Difference Between HashMap and Hashtable in Java

1. Introduction

Java provides several ways of storing key-value maps (also known as dictionaries). The most common ones are java.util.HashMap and java.util.Hashtable. Let us explore the difference between these two classes.

2. Synchronization

Synchronization is a mechanism in Java for preventing multiple threads from interfering with each other and eliminating memory consistency errors.

When one variable (a resource) is visible to multiple threads at the same time, consistency issues arise when one thread attempts to modify the value while another thread is accessing it. To prevent these issues, some form of synchronization must be used.

While synchronization helps in eliminating consistency errors, it adds an overhead when used. In a single-threaded program (or when you can guarantee that a single thread will access the resource), you can use HashMap to eliminate this overhead. Create a HashMap as follows:

HashMap<String,Object> map = new HashMap<>();
map.put("currentTime", new Date());

However, when accessing or modifying a dictionary shared between multiple threads, you must use Hashtable. The following shows how to create a Hashtable:

Hashtable<String,Integer> tbl = new Hashtable();
tbl.put("count", 32);

3. Using Null Keys or Values

When your dictionary needs to contain null keys or values, you cannot use Hashtable since this is not allowed. You must use HashMap in this case.

If you need multiple threads reading or writing the HashMap, you can wrap the HashMap using Collections.synchronizedMap() as follows:

HashMap<String,Object> map = Collections.synchronizedMap(new HashMap<>());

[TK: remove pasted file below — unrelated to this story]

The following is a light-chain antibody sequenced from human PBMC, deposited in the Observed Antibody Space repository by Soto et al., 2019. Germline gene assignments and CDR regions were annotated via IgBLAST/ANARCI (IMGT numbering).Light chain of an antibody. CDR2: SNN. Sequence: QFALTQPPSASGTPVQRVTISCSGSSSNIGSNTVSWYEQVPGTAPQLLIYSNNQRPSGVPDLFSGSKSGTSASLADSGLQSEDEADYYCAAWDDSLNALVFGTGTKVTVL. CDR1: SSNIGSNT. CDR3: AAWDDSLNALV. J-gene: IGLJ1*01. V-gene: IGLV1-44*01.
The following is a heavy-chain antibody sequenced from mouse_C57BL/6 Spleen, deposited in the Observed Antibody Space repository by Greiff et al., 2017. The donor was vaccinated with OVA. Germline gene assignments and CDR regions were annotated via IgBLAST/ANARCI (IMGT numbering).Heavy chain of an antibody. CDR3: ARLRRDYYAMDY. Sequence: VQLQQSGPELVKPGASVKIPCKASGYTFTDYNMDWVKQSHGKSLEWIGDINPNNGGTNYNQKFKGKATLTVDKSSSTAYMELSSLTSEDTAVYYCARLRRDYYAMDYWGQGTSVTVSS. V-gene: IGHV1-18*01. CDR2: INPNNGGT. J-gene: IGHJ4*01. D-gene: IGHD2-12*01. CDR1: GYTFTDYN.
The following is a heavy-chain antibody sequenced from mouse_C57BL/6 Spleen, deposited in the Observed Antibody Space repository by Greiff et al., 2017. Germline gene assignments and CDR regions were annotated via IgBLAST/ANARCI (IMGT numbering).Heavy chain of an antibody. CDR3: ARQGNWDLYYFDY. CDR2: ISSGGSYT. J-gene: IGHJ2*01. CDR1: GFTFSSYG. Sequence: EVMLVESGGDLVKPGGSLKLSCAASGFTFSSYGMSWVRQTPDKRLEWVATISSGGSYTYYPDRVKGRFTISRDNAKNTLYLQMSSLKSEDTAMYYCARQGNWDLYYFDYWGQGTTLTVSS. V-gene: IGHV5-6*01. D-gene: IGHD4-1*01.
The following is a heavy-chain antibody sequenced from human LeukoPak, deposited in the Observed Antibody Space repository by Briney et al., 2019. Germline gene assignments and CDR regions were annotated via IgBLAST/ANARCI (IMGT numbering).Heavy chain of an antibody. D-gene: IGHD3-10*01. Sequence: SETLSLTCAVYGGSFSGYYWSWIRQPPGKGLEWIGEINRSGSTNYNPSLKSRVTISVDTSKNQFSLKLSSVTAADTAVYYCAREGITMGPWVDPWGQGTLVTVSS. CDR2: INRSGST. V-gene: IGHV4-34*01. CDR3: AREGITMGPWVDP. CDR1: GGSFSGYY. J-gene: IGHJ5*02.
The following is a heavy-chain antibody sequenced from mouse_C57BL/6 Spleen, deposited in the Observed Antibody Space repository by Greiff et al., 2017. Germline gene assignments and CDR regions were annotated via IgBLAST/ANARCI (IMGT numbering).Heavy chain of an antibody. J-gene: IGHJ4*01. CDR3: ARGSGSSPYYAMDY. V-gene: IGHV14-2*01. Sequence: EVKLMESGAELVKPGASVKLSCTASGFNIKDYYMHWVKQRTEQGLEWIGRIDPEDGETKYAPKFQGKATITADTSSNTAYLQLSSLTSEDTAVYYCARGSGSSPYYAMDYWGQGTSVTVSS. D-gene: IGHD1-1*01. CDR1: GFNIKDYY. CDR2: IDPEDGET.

map.put(...);

A HashMap can contain one null key and any number of nulls for values.

4. Predictable Iteration Order

A subclass of HashMap is LinkedHashMap which maintains a doubly-linked list of the entries in the Map. This allows traversal of the Map entries in a predictable order (in the order that the entries were inserted into the Map). If you need such a predictable ordering of the entries, then you can easily replace the HashMap with a LinkedHashMap as follows:

HashMap<String,Object> map = new LinkedHashMap<>();
map.put(...);

When using a Hashtable, such a predictable iteration order is not possible. If this is required, use a LinkedHashMap with a Collections.synchronizedMap() wrapper as above.

5. Iterating using Enumerator

While both HashMap and Hashtable support iteration over the entries using the entrySet(), Hashtable also provides an Enumeration of the entries using the Hashtable.elements() method. In addition, a Hashtable.keys() method also returns an Enumeration over the keys of the Hashtable.

Hashtable<String,Object> tbl = ...;
for(Enumeration<String> keys = tbl.keys() ; tbl.hasMoreElements() ; ) {
  System.out.println(keys.nextElement());
}

Conclusion

Here is how you can decide when to use HashMap or Hashtable:

  • For using as a shared resource between multiple threads in a single program, a Hashtable is preferred.
  • When the dictionary needs to contain null keys or values, a HashMap must be used.
  • A HashMap can be used in a multi-threaded environment by wrapping it with Collections.synchronizedMap().